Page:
In our scriptures for today, the people of Israel are gathered in the square by the Water Gate inside of Jerusalem. They, as a people, have just returned to this sacred city, their ancestral home, after having been in exile in Babylon.  They do what we are doing this morning. They hear and respond to the scriptures that are read, they give praise to God, and then they feast.  They celebrate this milestone in the lives of their people with worship and fellowship.   

In the gospel, too, the people are gathered for worship and Jesus is the one who reads from the scripture.  Reading from Isaiah he says, “The Spirit of the Lord is upon me, because he has anointed me to bring good news to the poor. He has sent me to proclaim release to the captives and recovery of sight to the blind, to let the oppressed go free, to proclaim the year of the Lord’s favor.”  He then tells the people, “Today this scripture has been fulfilled in your hearing.”

What is fulfilled is the good news he brings to the poor, the sick, and the oppressed.  It is the same good news that we prayed for God’s grace to help us share.  God comes and lives among us not to be worshipped but to serve others.  Jesus shares the love of God with people who, I dare say would not feel worthy to step foot in St. Paul’s on Sunday morning, those who do not believe they would be welcomed, and those who cannot climb our steps.  God’s love needs to be shared in your world, which is your mission field, every day, and every time you have the chance to do so.  Jesus was in the synagogue on the Sabbath, but he devoted his life serving those who are neglected and feel alone and sharing the good news that the peace of God, the Kingdom of God is here now.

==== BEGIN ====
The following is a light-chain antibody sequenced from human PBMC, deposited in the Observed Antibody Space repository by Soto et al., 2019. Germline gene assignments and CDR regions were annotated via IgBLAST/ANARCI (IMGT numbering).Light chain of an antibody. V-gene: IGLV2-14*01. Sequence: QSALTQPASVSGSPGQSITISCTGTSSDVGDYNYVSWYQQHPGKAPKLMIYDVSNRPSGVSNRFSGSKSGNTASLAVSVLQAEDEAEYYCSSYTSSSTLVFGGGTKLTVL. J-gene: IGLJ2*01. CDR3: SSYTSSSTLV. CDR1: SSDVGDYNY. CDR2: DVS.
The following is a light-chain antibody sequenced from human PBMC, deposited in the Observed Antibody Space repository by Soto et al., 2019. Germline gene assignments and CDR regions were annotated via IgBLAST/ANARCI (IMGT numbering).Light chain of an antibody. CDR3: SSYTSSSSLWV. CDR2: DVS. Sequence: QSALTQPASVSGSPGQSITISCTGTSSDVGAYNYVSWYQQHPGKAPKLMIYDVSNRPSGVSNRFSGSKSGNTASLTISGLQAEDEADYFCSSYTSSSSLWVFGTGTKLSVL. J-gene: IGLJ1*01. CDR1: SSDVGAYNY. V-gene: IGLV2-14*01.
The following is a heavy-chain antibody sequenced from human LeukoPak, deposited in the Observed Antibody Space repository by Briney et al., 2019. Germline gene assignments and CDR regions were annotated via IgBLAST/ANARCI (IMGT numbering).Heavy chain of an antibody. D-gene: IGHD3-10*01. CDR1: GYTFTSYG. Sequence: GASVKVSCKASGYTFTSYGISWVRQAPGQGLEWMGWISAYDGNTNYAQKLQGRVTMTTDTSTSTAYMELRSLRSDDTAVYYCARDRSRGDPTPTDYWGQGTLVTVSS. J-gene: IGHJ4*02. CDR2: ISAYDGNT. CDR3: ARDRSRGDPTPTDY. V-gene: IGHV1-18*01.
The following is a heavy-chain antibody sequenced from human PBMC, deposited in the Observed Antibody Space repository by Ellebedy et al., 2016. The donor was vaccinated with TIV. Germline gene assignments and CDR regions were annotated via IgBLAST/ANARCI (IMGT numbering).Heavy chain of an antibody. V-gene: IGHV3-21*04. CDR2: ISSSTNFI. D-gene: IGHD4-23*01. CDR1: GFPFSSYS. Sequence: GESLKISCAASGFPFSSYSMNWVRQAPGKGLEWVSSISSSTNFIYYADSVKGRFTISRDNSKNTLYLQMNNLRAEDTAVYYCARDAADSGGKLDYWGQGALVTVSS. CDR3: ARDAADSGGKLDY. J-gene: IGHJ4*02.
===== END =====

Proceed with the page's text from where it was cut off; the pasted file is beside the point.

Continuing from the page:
How are we to do this, to share the good news?  How can we make a difference?  First, we must remember that God never asks us to do it alone.  St. Paul, in his letter to the church in Corinth, says the church is one body made up of many members.  We are all one in Christ and we are all important in the fulfillment of the church’s mission to serve others.  By using the analogy of the body to represent the importance of each member, Paul makes it clear that if one of us suffers, we all suffer.   We must care for one another to care for others. We need to celebrate the contributions of each and every member of our community of faith, and recognize that when everyone gives as they are able, we are walking the way of Christ.

My father’s sermon was preached in the 60’s when our nation was divided over race.  Our nation is again divided and the idea of working together to make a difference seems like a pipe dream.  My father spoke of his struggle to preach the gospel of inclusiveness and to be accepting of those with whom he disagreed – those who wished for Sunday mornings to remain segregated.  He said, “I need to ask God to forgive me and help me to look up – and love – and lift up others.”  Today, I want to close with the prayer he offered a the conclusion of his sermon. 

Let us pray.

 “God, I need thee every hour. Now and in these moments we all need thee to lead us on in the greater work of thy Church that we might help build the Kingdom of God. Fill us…mold us…make us…use us…in Christ’s Service.”  Amen.